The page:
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The Case for Relief in an Economy of Debt

$110.00 (C)

Part of International Corporate Law and Financial Market Regulation

  • Author: Joseph Spooner, London School of Economics and Political Science
  • Date Published: May 2019
  • availability: In stock
  • format: Hardback
  • isbn: 9781107166943

$ 110.00 (C)

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About the Authors
  • A decade after the Global Financial Crisis and Great Recession, developed economies continue to struggle under excessive household debt. While exacerbating inequality and political unrest, this debt - when combined with wage stagnation and a shrinking welfare state - has played a key role in maintaining economic growth and allowing households faced with rising costs of living to make ends meet. In Bankruptcy: The Case for Relief in an Economy of Debt, Joseph Spooner examines this economic model and finds it increasingly unsustainable. In a call to action to reduce debt burden, he turns to bankruptcy law, which is uniquely situated as a mechanism of social insurance against the risks of a debt-dependent economy. This book should be read by anyone interested in understanding the problem of consumer debt and how best to address it.

    • Proposes a unified theory of consumer bankruptcy law as a social insurance mechanism in a debt dependent economy
    • Situates bankruptcy law in the context of contemporary policy discussions regarding the role of household debt in the economy, and the policy problems posed by excessive household debt
    • Combines extensive theoretical and policy discussion with detailed analysis and critique of specific elements of bankruptcy law, as well as the law's overall structure
    • Adopts a genuinely inter-disciplinary approach, drawing on discussions of household debt in economics, sociology, law and political science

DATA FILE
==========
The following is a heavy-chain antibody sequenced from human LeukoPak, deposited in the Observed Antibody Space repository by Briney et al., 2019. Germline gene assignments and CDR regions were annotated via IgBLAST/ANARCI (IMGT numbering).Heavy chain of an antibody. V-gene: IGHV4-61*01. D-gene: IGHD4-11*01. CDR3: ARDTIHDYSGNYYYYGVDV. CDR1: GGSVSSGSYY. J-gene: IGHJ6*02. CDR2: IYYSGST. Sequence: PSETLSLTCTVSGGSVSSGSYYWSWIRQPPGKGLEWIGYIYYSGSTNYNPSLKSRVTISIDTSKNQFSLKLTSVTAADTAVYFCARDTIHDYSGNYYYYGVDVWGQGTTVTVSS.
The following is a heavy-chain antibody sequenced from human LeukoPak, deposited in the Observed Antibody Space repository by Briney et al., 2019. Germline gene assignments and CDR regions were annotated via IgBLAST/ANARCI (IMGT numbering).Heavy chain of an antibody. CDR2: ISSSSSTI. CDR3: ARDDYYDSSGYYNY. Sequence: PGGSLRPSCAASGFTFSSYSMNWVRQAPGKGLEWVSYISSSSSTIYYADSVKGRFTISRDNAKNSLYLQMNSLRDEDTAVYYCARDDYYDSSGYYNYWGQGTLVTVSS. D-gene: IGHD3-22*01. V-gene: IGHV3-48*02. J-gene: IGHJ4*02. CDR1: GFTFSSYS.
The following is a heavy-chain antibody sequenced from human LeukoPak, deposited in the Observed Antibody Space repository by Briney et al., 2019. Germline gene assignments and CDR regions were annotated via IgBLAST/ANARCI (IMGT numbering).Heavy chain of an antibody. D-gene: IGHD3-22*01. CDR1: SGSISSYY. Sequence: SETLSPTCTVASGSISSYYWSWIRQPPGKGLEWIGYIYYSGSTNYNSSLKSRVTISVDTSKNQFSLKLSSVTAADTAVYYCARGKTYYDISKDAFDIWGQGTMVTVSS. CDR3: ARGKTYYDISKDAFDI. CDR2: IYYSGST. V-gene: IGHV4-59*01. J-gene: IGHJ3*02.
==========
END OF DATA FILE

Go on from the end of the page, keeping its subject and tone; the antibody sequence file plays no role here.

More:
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    Product details

    • Date Published: May 2019
    • format: Hardback
    • isbn: 9781107166943
    • length: 306 pages
    • dimensions: 235 x 157 x 21 mm
    • weight: 0.56kg
    • availability: In stock
  • Table of Contents

    1. Introduction
    2. Financialised capitalism and the centrality of household debt
    3. Consumer bankruptcy theory and the case for debt relief
    4. A consumer bankruptcy marketplace
    5. The limits of contractual consumer bankruptcy
    6. The austere creditor: austerity, bankruptcy policy and government debt collection
    7. Moral hazard and bankruptcy abuse prevention
    8. Conclusion

  • Author

    Joseph Spooner, London School of Economics and Political Science
    Joseph Spooner is an Assistant Professor at the London School of Economics and Political Science Law Department. He researches issues of law, policy and politics relating to household debt and over-indebtedness. He has worked on the World Bank's Report on the Treatment of the Insolvency of Natural Persons (2013) and the Law Reform Commission of Ireland's project on personal debt management (2010–12). He has published articles on the law and politics of bankruptcy and household debt in leading journals including the Journal of Law and Society and Modern Law Review.

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